Decision looms for Basalt on trailer park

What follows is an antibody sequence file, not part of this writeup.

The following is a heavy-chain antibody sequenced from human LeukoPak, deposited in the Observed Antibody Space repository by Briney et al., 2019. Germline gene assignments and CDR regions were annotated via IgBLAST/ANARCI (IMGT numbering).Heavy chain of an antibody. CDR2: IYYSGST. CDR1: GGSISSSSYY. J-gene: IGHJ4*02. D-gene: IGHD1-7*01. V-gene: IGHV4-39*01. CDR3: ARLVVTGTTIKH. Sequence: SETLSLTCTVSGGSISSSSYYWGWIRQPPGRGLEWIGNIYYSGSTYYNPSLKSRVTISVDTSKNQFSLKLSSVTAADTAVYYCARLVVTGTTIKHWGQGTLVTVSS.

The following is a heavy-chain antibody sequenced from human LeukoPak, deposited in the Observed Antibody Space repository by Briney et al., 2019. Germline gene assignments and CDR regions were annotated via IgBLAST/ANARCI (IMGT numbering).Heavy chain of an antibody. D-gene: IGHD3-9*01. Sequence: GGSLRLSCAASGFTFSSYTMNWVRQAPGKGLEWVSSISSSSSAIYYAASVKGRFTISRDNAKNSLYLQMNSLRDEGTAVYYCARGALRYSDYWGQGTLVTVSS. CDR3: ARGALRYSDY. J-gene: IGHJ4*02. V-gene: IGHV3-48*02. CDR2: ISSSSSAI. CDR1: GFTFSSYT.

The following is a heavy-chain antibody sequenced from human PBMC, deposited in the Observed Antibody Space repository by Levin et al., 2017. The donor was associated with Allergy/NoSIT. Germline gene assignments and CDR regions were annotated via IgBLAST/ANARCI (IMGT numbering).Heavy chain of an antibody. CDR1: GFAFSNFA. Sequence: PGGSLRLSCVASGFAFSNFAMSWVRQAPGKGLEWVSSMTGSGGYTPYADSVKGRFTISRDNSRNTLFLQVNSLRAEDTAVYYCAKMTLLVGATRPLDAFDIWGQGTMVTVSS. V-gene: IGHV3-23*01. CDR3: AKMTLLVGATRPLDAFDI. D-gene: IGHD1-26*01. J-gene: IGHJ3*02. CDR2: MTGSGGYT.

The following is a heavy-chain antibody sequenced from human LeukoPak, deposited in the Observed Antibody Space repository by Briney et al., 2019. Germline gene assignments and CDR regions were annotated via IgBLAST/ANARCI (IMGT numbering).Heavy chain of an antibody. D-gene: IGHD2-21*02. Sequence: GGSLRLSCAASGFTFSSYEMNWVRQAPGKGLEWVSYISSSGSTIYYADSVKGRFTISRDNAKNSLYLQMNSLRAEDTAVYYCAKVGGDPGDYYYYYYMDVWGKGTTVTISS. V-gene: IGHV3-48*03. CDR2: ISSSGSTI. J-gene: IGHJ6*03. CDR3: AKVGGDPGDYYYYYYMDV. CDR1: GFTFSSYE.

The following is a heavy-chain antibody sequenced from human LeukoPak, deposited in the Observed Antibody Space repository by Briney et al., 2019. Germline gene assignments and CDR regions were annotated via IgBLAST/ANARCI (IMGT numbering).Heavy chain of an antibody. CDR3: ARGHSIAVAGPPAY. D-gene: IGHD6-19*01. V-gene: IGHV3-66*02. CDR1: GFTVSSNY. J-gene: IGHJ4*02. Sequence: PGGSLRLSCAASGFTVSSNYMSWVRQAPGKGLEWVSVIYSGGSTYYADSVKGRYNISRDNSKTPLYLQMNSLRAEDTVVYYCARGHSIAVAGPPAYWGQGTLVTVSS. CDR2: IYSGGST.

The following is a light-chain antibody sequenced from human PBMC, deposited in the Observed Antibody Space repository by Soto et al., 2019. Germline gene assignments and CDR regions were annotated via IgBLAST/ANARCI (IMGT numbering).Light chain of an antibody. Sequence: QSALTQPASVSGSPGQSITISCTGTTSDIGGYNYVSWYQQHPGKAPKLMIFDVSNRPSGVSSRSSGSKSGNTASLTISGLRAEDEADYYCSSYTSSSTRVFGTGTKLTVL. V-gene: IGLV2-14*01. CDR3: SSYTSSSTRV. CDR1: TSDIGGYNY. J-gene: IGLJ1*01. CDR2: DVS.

BASALT The Basalt town governments proposal to boost property taxes to buy a flood-imperiled trailer park for $5 million has failed to attract a champion of the issue. While the election is only about a month away, April 1, no citizens committee has emerged to promote the purchase of the Pan and Fork Mobile Home Park. The bonding company the town is working with on the deal eventually will try to build awareness of the proposed purchase. The town government is in a sticky spot on the issue. Colorado law prevents local governments from spending public funds to promote a specific outcome. The town cant really do a lot, Town Manager Bill Efting said. We cant spend town money. Members of the Town Council can campaign as individuals. Councilman Chris Seldin said he will campaign for the issue closer to the election, and it is his understanding that all the board members will support the purchase. I dont think its going to be an orphan issue, Seldin said. Mayor Leroy Duroux said there is a faction of Basalt residents who scoff at the idea that the Pan and Fork and an adjacent neighborhood, the Roaring Fork Mobile Home Park, are in danger of flooding. The lifelong valley resident said he has seen the power of the Roaring Fork River and witnessed the damage it can do. Duroux said he has no doubt that town consultants were correct in advising that the residents of the trailer parks be relocated. Both trailer parks are protected from the river by makeshift levees.Relocation of families The town has a contract to buy the Pan and Fork from Renee Ritchies RNR Ltd. Its contingent on voter approval of the ballot question. The town will seek voter approval to issue general obligation bonds, which would be repaid through a property tax increase. The Roaring Fork Mobile Home Park isnt part of the ballot question. Its fate remains uncertain. If the April 1 measure passes, the town governments goal is to eventually relocate the 37 families and individual households at the Pan and Fork. The town initially will hire a property manager to operate the trailer park. As replacement housing becomes available, residents will be offered a place to relocate. No one is going to be put out in the cold if this wins election, Efting said. Finding replacement housing for all 37 households could take three to 10 years, he said. The towns ultimate goal is to remove the trailer houses and preserve land closest to the river as a park. The portion of the site closest to Two Rivers Road will be redeveloped, likely as a mix of commercial and residential uses. That project will help the town recoup the cost of buying the property. Seldin said the redevelopment could provide housing used to relocate trailer park residents.Bond company will campaign The heavy snowpack this winter could help build awareness of the issue, although peak runoff is expected at least two months after the election. A consultant for the town released a study in 2000 that said the mobile home parks could be swamped by a major flood. A peer review confirmed the concern. Town officials fear the loss of homes is the main threat. A flash flood that would endanger lives isnt viewed as a large possibility. The relocation of the trailer parks is viewed as a key first step in a broader plan to reduce the flood risk in Basalt. But because the acquisition of the Pan and Fork is a costly step, the council wanted direction. We definitely wanted to get it out to voters, Duroux said. It was too big of a decision for the board. The bond company the town is working with will emerge in March as a player in the campaign. Steve Jeffers of Stifel Nicolaus & Co. said his firm will produce brochures that promote approval of the ballot question. By eliminating the mobile home park, we eliminate the flood issue, he said. The cost of the campaign will be paid out of the bond companys pockets and wont be passed on to Basalt residents, Jeffers said. The company got involved in campaigns after the Colorado constitution was changed through the TABOR Amendment, limiting the growth of government, was approved in 1992. Jeffers said the campaign on the Basalt issue has been quiet by design, thus far. His firm never bothers campaigning more than one month before an election. People arent focusing on a campaign, he said. The best timing, according to Jeffers, is a couple of weeks before the election. firstname.lastname@example.org
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